Introduction

Telomerase is a specialized DNA polymerase that synthesizes new telomere repeats onto chromosome ends [1], [2]. Telomerase has two essential conserved components, a catalytic reverse transcriptase, hTERT, and an RNA component, hTR [3], [4]. The RNA component of telomerase contains a template sequence for the addition of new telomere repeats [5]. In order to synthesize long telomere tracts, hTERT copies from the RNA template once, translocates, and then iteratively adds successive repeats [6]. This property is known as telomere repeat addition processivity [7]. Functional domains within hTR and hTERT, as well as telomerase-extrinsic factors, have been implicated in repeat addition processivity [8][10]. However, whether repeat addition processivity is critical for telomere length maintenance in vivo is not fully known.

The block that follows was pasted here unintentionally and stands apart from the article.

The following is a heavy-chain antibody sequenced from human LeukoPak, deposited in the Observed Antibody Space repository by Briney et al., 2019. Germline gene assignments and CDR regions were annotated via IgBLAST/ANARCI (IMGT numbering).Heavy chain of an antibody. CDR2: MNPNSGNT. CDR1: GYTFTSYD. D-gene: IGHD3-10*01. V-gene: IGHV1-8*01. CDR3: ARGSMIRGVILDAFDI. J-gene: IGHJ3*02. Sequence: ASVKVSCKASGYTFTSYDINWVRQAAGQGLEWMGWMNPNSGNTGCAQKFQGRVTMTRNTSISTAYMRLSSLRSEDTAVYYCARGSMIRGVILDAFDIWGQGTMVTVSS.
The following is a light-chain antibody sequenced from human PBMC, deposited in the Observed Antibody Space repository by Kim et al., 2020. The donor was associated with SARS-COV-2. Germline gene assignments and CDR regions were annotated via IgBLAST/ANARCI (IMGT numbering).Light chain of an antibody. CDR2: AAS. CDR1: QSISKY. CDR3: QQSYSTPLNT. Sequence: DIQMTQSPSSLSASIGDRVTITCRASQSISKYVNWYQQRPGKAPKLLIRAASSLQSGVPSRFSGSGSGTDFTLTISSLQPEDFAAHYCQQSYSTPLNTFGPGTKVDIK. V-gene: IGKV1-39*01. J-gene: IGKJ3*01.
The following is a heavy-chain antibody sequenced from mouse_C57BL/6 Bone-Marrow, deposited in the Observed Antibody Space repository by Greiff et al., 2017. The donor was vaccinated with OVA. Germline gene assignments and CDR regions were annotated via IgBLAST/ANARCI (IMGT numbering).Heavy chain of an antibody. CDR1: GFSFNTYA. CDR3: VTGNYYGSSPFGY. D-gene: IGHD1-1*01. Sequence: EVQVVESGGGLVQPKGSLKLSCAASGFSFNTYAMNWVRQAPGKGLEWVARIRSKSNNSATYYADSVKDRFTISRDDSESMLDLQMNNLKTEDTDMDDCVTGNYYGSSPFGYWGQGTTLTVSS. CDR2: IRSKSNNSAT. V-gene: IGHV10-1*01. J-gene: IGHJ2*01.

Germline mutations in the essential telomerase components hTERT and hTR lead to a clinical spectrum of syndromes of telomere shortening (reviewed in [11]). Affected individuals suffer from degenerative organ failure in the bone marrow, lung and liver. In adulthood, syndromes of telomere shortening most commonly manifest as progressive and irreversible scarring of the lung in an age-related disorder known as idiopathic pulmonary fibrosis (IPF) [11]. Mutations in hTERT or hTR underlie the inheritance in 8–15% of familial forms of pulmonary fibrosis and 1–3% of sporadic cases [12][15]. This mutation frequency along with the common prevalence of IPF make pulmonary disease the most common manifestation of germline defects in telomerase [11]. In severe forms, syndromes of telomere shortening are clinically recognized in the premature aging syndrome dyskeratosis congenita where aplastic anemia is the most common cause of mortality and where there is an increased incidence of acute myeloid leukemia (AML) [16], [17]. AML, both de novo, and in the setting of myelodysplasia, has also been reported as a first manifestation of germline mutant telomerase genes [18], [19]. A subset of pulmonary fibrosis patients and families with short telomeres suffer complications from aplastic anemia and cryptogenic liver cirrhosis [12], [13], [20], [21]. Insights into telomerase genetics as well as their consequences on telomerase function have therefore become intimately connected with the pathophysiology of several age-related disorders.